How to Live with Cancer

Although the disease still has high mortality rates, more patients are living longer thanks to new therapies

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Lisa DeJong / The Plain Dealer

Susan Hershman, left, connects with Elizabeth Edwards about her battle with breast cancer while Edwards signs copies of her book Saving Graces at the City Club of Cleveland, Ohio, on March 26, 2007.

Sometimes it takes a stricken celebrity or two to bring home a new truth about a disease. In the course of a few days, both Elizabeth Edwards, wife of Presidential candidate John Edwards, and White House spokesman Tony Snow revealed that they are not just battling recurrences of cancer but also contending with malignancies that have spread and are no longer curable. Many Americans were stunned to hear that the Edwardses will continue their quest for the White House, with Elizabeth campaigning despite metastatic breast cancer. Snow, who was treated for colon cancer two years ago and now has tumor cells on his liver, will take time off but expects to return to his post.

Fellow cancer patients and their doctors are less surprised by such decisions to "push forward with the things you were doing yesterday," as Edwards put it in a 60 Minutes interview. Reason: in recent years the treatment of what used to be dismissed as terminal cancer has shifted from a win-or-lose battle against acute illness to something more akin to managing a chronic disease — in many cases with extended periods of feeling just fine, thanks.

"To us it's a great sea change in the way people look at cancer," says Dr. Daniel F. Hayes, clinical director of the breast oncology program at the University of Michigan Comprehensive Cancer Center. Hayes says that he and fellow oncologists are enthusiastic about the example Edwards is setting. "From our standpoint, we spend a lot of time trying to make it clear that while cancer — especially metastatic breast cancer — won't just go away, you can still live a long and productive life with it."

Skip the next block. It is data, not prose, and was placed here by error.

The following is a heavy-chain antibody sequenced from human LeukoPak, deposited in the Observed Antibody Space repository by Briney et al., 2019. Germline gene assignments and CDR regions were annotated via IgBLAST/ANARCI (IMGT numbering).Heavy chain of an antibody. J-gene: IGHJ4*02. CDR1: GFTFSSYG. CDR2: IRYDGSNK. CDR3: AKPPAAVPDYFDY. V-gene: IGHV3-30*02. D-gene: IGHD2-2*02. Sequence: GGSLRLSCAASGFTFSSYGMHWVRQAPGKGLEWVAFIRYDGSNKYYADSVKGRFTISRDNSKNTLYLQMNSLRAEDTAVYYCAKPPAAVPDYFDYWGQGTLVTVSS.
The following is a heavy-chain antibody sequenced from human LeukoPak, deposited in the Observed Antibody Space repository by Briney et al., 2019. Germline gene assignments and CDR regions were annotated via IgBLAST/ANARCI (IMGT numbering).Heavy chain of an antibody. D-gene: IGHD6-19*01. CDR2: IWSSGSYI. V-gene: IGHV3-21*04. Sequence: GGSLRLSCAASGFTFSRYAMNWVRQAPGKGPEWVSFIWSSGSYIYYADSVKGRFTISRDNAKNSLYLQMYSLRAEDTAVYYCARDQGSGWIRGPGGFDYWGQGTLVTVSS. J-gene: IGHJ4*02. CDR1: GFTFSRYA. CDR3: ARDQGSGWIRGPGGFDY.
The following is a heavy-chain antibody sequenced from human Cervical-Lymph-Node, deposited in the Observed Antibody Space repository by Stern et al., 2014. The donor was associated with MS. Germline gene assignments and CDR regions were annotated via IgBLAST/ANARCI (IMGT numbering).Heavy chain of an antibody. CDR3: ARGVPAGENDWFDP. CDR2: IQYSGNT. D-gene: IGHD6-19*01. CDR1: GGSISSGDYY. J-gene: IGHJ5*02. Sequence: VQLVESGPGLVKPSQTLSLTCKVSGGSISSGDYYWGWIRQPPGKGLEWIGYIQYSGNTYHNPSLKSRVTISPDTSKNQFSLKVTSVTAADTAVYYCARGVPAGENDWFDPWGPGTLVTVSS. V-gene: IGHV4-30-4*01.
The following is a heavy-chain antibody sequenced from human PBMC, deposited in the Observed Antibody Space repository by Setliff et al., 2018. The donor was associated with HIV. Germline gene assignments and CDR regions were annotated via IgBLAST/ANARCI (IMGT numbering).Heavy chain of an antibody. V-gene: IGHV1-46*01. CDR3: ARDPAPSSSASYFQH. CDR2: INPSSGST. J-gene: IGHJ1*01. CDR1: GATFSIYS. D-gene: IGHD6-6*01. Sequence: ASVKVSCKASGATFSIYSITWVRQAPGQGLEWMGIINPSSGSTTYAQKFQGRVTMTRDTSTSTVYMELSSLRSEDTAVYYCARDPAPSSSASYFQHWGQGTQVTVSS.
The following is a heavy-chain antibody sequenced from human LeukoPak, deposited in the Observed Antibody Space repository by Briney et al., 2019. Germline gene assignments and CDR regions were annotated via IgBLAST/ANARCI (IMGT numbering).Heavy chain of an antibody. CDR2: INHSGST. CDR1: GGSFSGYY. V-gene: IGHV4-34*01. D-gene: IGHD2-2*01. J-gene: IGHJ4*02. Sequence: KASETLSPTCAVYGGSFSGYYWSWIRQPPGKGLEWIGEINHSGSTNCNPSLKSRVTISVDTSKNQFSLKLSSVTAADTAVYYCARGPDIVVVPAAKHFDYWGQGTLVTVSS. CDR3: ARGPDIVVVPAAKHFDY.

The change in managing cancer reflects a series of hard-won improvements in treatment — not, alas, for every form of cancer, but particularly for breast, colon, prostate and even lung. The gains include an explosion of new drugs that are more targeted and less toxic than old-school chemotherapeutic agents. In addition, new tests are beginning to help doctors match drugs more precisely to the genetic and molecular makeup of an individual tumor. Finally, there are remarkable advances in managing the side effects of treatment, which, in the past, could be as debilitating as cancer itself.

The payoff is being seen in longer and better-quality survival. According to the American Cancer Society, the percentage of people living five years after a diagnosis of any type of cancer barely budged from 50% in the mid-1970s to 52% in the mid-'80s, but it shot to 66% for patients with a diagnosis after 1995 and is continuing to rise. For breast cancer patients the five-year survival numbers leaped, from 75% in the '70s to nearly 90% by 2002. Receiving a diagnosis of cancer — and seeing that cancer return — is always a terrible blow. But in fact, there is no better time to be living with the disease.

The idea that we might one day find a cure for cancer seems axiomatic to anyone trying to understand the disease. That was the goal, after all, of the War on Cancer promoted by President Richard Nixon in 1971. But given the enormous complexity and variety of malignancies and the ways they can evolve and migrate in the body, an all-embracing cure is a naive hope. Instead, cancer doctors now appreciate that wayward cells may not necessarily have to be destroyed, just corralled and contained in a safe and tolerable way, often with drugs that are taken for the rest of the patient's life. "There was a mind shift that happened in the 1980s," says Dr. John Glaspy, professor of medicine at UCLA's Jonsson Comprehensive Cancer Center. "We realized that there is a power in the chronic-disease model where you can focus on a high quality of living with a disease instead of necessarily curing it. If we can have people alive, productive and happy, that's now viewed as a very wonderful outcome."

That new perspective provided fertile ground for the growth of new classes of cancer therapies. While older drugs were like heavy artillery — obliterating cancer cells but causing lots of collateral damage — newer drugs are more like smart bombs. Some of them target communication signals within malignant cells, some cut off supply lines by interfering with the growth of blood vessels around a tumor, and others block the chemical agents that enable tumors to expand into new territory. These more targeted therapies tend to focus on frantically proliferating cancer cells while leaving healthy cells intact.

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